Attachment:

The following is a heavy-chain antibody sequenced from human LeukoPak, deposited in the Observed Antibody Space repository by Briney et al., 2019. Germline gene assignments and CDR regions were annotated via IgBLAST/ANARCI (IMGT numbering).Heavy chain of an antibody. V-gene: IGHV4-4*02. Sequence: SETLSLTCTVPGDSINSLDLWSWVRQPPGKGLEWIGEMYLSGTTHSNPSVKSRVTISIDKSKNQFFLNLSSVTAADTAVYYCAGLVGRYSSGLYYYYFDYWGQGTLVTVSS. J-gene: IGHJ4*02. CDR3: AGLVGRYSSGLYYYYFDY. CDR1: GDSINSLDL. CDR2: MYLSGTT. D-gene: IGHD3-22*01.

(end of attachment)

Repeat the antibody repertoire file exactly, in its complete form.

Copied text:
The following is a heavy-chain antibody sequenced from human LeukoPak, deposited in the Observed Antibody Space repository by Briney et al., 2019. Germline gene assignments and CDR regions were annotated via IgBLAST/ANARCI (IMGT numbering).Heavy chain of an antibody. V-gene: IGHV4-4*02. Sequence: SETLSLTCTVPGDSINSLDLWSWVRQPPGKGLEWIGEMYLSGTTHSNPSVKSRVTISIDKSKNQFFLNLSSVTAADTAVYYCAGLVGRYSSGLYYYYFDYWGQGTLVTVSS. J-gene: IGHJ4*02. CDR3: AGLVGRYSSGLYYYYFDY. CDR1: GDSINSLDL. CDR2: MYLSGTT. D-gene: IGHD3-22*01.